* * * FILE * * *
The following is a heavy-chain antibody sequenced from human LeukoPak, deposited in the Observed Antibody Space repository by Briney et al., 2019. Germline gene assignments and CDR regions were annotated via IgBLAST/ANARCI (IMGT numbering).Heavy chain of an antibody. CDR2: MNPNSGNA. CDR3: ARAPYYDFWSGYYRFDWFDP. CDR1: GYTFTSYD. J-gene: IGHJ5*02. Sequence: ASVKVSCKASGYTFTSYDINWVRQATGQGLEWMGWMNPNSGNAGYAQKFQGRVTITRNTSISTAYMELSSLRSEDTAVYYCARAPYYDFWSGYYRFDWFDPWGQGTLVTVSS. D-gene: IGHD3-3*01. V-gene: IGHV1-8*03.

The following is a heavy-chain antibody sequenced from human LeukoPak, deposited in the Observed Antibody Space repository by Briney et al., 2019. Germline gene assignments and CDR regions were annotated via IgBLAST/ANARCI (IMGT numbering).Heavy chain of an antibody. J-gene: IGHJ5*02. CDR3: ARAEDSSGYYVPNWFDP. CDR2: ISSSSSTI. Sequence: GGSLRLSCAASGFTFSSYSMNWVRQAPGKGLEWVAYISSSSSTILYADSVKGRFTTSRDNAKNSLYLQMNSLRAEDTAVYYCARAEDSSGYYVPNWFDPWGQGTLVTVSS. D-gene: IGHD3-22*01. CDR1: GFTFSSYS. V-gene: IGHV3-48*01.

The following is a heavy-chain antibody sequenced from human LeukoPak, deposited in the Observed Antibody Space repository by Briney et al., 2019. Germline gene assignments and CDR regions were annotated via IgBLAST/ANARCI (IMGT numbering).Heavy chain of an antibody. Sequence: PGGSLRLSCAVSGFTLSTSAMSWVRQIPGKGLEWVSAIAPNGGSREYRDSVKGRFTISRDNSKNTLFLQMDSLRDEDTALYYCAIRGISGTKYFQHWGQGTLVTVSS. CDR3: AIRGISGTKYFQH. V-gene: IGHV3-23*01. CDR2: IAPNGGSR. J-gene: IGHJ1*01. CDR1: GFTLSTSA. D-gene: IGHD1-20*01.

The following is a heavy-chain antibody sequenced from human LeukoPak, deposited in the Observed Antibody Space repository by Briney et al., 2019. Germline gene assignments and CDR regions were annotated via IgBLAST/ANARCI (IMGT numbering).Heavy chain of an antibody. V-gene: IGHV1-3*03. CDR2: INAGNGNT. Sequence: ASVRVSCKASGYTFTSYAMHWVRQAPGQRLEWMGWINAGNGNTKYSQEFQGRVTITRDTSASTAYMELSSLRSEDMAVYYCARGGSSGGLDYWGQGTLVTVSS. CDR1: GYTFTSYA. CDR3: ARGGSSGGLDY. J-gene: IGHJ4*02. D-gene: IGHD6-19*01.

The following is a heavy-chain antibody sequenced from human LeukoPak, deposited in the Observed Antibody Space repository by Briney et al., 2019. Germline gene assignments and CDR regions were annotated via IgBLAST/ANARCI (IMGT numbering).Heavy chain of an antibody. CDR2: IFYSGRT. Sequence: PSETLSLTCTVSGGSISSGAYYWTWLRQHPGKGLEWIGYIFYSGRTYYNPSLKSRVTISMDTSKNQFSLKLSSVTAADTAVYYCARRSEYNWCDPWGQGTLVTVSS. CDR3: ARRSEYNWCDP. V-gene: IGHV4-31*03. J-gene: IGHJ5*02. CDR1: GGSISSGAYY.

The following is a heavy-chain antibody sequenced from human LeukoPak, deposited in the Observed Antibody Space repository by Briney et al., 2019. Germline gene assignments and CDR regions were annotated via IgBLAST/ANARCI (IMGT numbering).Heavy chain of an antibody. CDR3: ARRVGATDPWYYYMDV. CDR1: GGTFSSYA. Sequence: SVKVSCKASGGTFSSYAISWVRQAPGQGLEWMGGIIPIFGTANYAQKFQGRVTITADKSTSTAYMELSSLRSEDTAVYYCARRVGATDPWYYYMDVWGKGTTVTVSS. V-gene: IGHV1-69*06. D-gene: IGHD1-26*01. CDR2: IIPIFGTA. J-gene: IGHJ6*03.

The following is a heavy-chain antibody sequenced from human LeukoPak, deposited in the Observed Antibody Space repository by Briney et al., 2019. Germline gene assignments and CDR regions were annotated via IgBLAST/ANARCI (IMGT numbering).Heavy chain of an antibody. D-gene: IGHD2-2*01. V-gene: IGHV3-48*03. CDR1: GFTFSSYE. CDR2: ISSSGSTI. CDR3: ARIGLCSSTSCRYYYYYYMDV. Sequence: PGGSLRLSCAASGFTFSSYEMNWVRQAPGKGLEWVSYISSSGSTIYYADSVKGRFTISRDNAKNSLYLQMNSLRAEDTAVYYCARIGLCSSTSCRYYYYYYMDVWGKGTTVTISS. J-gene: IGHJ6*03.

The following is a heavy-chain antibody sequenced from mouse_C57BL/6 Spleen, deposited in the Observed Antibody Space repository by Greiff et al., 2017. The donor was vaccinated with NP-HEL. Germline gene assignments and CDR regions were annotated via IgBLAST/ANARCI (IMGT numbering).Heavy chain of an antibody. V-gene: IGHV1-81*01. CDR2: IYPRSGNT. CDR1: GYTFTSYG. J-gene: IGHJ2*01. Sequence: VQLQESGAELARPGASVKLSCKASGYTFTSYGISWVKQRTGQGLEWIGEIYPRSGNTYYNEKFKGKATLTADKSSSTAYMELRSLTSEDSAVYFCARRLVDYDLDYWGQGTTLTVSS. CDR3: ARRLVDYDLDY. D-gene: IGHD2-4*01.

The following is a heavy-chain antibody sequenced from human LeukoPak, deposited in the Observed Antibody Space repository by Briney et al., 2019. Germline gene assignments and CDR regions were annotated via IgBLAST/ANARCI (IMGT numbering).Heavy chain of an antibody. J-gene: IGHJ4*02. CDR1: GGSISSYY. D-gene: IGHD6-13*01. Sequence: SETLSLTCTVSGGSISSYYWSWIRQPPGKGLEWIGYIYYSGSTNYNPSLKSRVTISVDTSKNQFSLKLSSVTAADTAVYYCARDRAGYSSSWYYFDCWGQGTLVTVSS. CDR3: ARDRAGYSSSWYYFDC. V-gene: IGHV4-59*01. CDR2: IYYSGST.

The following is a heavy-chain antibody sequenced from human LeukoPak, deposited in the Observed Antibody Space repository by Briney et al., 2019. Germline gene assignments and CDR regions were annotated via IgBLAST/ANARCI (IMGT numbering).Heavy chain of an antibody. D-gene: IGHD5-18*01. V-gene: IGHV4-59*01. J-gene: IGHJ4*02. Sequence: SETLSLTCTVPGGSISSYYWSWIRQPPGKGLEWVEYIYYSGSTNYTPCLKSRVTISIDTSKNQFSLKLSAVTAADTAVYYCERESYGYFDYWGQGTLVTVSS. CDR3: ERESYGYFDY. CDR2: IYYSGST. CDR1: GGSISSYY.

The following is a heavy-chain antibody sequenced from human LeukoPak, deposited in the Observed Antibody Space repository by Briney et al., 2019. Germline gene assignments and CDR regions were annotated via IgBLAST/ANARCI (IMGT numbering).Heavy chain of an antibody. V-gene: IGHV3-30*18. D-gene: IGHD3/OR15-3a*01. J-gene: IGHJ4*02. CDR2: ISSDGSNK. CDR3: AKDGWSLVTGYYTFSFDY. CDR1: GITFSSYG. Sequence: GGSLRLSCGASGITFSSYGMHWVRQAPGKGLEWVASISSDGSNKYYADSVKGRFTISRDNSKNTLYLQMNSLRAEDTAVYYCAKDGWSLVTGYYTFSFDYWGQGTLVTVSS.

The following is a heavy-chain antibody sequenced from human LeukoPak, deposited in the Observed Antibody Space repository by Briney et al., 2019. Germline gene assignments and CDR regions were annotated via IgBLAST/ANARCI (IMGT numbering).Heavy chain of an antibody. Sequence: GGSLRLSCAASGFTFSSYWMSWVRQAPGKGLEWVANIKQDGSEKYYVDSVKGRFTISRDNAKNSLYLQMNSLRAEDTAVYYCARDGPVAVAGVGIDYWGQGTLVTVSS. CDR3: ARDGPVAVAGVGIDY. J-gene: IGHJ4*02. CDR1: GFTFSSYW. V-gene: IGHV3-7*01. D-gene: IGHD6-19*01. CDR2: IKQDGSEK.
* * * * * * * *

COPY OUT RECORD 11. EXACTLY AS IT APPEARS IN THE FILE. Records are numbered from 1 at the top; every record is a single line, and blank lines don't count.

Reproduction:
The following is a heavy-chain antibody sequenced from human LeukoPak, deposited in the Observed Antibody Space repository by Briney et al., 2019. Germline gene assignments and CDR regions were annotated via IgBLAST/ANARCI (IMGT numbering).Heavy chain of an antibody. V-gene: IGHV3-30*18. D-gene: IGHD3/OR15-3a*01. J-gene: IGHJ4*02. CDR2: ISSDGSNK. CDR3: AKDGWSLVTGYYTFSFDY. CDR1: GITFSSYG. Sequence: GGSLRLSCGASGITFSSYGMHWVRQAPGKGLEWVASISSDGSNKYYADSVKGRFTISRDNSKNTLYLQMNSLRAEDTAVYYCAKDGWSLVTGYYTFSFDYWGQGTLVTVSS.